A compromise on student loans apparently will be approved this week in the U.S. Senate.
But even as lawmakers revealed an agreement, some hinted they may try to go back on it this fall.
Federal loans for higher education students had been available at a 3.4 percent interest rate. That has gone up to 6.8 percent, however, and liberals in Washington claim it will be devastating to many students.
That probably is not the case for most students. One estimate is the increase would add only about $2,600 to the 10-year cost of a typical student's loans.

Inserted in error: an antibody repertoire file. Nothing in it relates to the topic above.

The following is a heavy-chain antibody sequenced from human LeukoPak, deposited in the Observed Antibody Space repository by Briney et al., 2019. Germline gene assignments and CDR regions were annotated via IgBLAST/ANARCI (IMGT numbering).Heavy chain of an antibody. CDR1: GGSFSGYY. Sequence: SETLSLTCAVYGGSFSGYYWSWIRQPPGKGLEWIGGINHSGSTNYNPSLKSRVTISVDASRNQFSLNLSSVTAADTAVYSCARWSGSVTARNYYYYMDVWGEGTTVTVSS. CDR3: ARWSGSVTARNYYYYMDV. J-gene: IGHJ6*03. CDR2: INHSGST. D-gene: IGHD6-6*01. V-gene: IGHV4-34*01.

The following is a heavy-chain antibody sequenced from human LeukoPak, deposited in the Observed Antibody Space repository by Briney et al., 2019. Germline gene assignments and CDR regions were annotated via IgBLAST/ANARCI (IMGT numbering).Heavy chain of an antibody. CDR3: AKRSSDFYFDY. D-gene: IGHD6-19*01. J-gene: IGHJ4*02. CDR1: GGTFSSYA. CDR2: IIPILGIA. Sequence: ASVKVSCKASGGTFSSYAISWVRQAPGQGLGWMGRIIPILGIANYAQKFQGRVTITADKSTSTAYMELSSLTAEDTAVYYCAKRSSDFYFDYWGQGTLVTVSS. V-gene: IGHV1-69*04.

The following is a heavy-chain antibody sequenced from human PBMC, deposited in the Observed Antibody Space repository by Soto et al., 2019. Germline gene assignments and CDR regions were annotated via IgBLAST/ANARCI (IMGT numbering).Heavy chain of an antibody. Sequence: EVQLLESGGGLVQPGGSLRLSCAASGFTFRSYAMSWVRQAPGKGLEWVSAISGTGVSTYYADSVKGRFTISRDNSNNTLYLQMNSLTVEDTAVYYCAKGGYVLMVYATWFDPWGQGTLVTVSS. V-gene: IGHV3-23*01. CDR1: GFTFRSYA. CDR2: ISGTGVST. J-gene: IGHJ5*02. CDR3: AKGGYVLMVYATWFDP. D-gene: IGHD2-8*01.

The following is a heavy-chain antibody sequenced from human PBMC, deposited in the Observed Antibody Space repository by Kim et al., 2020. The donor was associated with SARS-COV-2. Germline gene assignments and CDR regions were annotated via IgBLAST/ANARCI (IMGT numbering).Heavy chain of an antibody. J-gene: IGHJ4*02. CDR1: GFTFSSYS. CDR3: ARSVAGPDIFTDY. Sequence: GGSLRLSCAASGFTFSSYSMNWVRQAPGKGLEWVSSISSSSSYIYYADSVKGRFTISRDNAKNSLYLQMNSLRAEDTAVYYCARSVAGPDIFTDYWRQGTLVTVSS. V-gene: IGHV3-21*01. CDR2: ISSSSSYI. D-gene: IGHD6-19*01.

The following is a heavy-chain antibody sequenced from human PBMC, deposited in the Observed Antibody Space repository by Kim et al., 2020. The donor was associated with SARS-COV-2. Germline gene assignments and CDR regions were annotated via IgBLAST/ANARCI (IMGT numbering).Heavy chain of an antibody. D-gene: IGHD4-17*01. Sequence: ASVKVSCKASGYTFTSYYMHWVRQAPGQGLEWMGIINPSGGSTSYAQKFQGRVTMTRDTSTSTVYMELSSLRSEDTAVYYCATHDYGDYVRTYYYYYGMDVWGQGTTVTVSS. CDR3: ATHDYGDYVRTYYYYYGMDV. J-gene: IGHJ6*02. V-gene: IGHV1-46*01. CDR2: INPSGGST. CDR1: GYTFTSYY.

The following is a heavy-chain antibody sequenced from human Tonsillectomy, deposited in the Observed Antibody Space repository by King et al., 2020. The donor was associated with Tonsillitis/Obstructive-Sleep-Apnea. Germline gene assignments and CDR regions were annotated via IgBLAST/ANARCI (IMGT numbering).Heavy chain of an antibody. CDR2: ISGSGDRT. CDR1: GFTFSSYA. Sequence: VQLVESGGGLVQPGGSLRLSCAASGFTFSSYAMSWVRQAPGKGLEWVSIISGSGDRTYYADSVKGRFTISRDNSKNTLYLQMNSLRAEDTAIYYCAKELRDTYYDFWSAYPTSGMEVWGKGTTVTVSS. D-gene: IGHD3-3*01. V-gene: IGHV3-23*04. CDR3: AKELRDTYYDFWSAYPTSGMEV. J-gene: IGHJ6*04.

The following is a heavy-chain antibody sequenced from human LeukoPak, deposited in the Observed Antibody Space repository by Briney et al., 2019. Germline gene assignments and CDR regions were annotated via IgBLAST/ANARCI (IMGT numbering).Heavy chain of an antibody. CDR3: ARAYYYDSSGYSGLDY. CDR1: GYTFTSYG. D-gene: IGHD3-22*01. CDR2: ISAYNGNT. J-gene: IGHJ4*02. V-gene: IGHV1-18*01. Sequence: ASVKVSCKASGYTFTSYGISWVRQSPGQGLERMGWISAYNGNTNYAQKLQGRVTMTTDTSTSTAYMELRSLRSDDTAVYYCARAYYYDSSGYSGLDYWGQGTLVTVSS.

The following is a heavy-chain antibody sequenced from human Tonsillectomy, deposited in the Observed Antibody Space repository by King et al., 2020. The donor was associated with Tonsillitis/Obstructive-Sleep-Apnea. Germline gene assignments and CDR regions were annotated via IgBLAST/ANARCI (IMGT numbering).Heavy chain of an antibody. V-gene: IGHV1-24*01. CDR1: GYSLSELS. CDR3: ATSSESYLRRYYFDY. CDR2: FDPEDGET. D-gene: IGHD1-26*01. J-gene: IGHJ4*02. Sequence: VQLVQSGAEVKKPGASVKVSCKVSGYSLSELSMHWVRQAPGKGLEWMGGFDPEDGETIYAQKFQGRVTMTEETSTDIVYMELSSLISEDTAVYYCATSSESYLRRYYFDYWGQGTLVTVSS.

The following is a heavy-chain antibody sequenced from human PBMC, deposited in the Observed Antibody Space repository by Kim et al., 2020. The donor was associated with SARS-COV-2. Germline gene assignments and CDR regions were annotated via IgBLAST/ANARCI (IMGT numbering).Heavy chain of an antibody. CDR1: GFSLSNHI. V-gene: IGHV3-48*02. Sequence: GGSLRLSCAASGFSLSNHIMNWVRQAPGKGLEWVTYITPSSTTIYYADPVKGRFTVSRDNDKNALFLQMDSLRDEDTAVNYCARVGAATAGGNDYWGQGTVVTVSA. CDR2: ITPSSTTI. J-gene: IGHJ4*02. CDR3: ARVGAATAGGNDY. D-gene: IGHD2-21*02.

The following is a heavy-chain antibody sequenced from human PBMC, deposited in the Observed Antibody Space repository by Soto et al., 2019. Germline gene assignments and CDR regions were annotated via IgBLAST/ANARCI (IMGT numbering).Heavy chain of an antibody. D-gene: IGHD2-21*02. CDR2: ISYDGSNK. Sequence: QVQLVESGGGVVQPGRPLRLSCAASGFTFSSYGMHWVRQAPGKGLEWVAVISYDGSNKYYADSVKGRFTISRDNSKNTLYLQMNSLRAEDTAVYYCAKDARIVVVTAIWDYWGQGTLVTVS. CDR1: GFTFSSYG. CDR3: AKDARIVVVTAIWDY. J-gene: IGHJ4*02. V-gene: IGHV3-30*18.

Still, many senators wanted to do something to help - while avoiding new deficit spending to subsidize ultra-low rates. So they came up with the idea of pegging interest rates to financial markets.
For now, that would hold interest rates down to about 3.9 percent for undergraduate students. But rates would rise - as they should - once the economy improves.
It's a win-win situation. Students get help without long-term, expensive taxpayer subsidies.
Again, the plan probably will be approved this week. A few Senate critics, like Iowa Sen. Tom Harkin, have said they may try to revisit it this fall when they rewrite the college loan bill.
The Senate should avoid that. The plan is a reasonable, responsible one - and it should be retained.